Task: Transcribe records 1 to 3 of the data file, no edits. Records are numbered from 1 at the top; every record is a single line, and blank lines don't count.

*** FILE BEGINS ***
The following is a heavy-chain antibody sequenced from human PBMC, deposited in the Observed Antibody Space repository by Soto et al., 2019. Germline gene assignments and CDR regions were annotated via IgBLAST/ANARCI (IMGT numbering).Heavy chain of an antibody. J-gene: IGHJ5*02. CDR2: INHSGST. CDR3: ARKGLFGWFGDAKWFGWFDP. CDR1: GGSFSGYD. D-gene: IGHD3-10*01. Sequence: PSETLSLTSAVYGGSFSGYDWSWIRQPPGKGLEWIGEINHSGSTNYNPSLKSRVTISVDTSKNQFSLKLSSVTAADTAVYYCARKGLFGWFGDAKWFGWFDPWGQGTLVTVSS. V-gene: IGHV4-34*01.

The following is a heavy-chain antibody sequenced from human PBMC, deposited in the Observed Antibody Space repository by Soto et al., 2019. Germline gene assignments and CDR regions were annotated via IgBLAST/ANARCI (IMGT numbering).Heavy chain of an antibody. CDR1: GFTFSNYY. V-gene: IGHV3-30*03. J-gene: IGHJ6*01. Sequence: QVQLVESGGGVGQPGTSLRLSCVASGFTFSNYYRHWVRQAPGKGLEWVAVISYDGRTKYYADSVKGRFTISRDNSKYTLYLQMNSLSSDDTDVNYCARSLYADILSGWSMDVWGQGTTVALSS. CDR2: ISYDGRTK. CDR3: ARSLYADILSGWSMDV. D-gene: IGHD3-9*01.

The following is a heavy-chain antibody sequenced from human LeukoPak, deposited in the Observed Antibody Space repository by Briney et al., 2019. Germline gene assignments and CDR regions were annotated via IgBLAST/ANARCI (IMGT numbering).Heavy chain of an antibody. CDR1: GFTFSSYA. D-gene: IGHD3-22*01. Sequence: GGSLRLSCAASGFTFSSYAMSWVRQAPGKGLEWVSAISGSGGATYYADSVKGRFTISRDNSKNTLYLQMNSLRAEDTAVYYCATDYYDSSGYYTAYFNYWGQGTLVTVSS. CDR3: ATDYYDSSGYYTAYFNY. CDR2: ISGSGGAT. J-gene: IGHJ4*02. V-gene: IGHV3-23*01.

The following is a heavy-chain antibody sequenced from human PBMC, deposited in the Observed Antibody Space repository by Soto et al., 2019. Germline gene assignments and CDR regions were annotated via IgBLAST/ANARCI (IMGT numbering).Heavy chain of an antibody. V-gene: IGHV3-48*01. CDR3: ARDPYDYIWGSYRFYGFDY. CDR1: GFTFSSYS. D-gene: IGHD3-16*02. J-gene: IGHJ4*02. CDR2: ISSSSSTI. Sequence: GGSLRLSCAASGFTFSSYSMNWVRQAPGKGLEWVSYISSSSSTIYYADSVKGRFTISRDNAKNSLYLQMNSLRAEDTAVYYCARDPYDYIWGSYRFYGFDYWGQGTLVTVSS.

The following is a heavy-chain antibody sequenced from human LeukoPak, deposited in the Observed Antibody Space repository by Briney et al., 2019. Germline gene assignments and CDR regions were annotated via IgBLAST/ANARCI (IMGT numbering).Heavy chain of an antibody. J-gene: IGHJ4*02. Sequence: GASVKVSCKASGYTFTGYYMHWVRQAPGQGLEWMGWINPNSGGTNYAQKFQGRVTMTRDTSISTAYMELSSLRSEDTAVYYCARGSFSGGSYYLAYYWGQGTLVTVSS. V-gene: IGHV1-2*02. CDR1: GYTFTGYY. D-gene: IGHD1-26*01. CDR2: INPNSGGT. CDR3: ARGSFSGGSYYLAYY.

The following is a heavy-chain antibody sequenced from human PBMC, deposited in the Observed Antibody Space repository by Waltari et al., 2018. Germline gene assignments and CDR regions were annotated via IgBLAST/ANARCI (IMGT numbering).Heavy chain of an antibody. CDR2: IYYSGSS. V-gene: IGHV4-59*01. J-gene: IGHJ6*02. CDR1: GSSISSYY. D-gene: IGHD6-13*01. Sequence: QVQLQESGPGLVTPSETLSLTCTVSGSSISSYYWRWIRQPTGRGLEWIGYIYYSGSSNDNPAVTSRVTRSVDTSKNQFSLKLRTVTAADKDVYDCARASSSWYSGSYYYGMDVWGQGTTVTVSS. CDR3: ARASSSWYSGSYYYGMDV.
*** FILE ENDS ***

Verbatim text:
The following is a heavy-chain antibody sequenced from human PBMC, deposited in the Observed Antibody Space repository by Soto et al., 2019. Germline gene assignments and CDR regions were annotated via IgBLAST/ANARCI (IMGT numbering).Heavy chain of an antibody. J-gene: IGHJ5*02. CDR2: INHSGST. CDR3: ARKGLFGWFGDAKWFGWFDP. CDR1: GGSFSGYD. D-gene: IGHD3-10*01. Sequence: PSETLSLTSAVYGGSFSGYDWSWIRQPPGKGLEWIGEINHSGSTNYNPSLKSRVTISVDTSKNQFSLKLSSVTAADTAVYYCARKGLFGWFGDAKWFGWFDPWGQGTLVTVSS. V-gene: IGHV4-34*01.

The following is a heavy-chain antibody sequenced from human PBMC, deposited in the Observed Antibody Space repository by Soto et al., 2019. Germline gene assignments and CDR regions were annotated via IgBLAST/ANARCI (IMGT numbering).Heavy chain of an antibody. CDR1: GFTFSNYY. V-gene: IGHV3-30*03. J-gene: IGHJ6*01. Sequence: QVQLVESGGGVGQPGTSLRLSCVASGFTFSNYYRHWVRQAPGKGLEWVAVISYDGRTKYYADSVKGRFTISRDNSKYTLYLQMNSLSSDDTDVNYCARSLYADILSGWSMDVWGQGTTVALSS. CDR2: ISYDGRTK. CDR3: ARSLYADILSGWSMDV. D-gene: IGHD3-9*01.

The following is a heavy-chain antibody sequenced from human LeukoPak, deposited in the Observed Antibody Space repository by Briney et al., 2019. Germline gene assignments and CDR regions were annotated via IgBLAST/ANARCI (IMGT numbering).Heavy chain of an antibody. CDR1: GFTFSSYA. D-gene: IGHD3-22*01. Sequence: GGSLRLSCAASGFTFSSYAMSWVRQAPGKGLEWVSAISGSGGATYYADSVKGRFTISRDNSKNTLYLQMNSLRAEDTAVYYCATDYYDSSGYYTAYFNYWGQGTLVTVSS. CDR3: ATDYYDSSGYYTAYFNY. CDR2: ISGSGGAT. J-gene: IGHJ4*02. V-gene: IGHV3-23*01.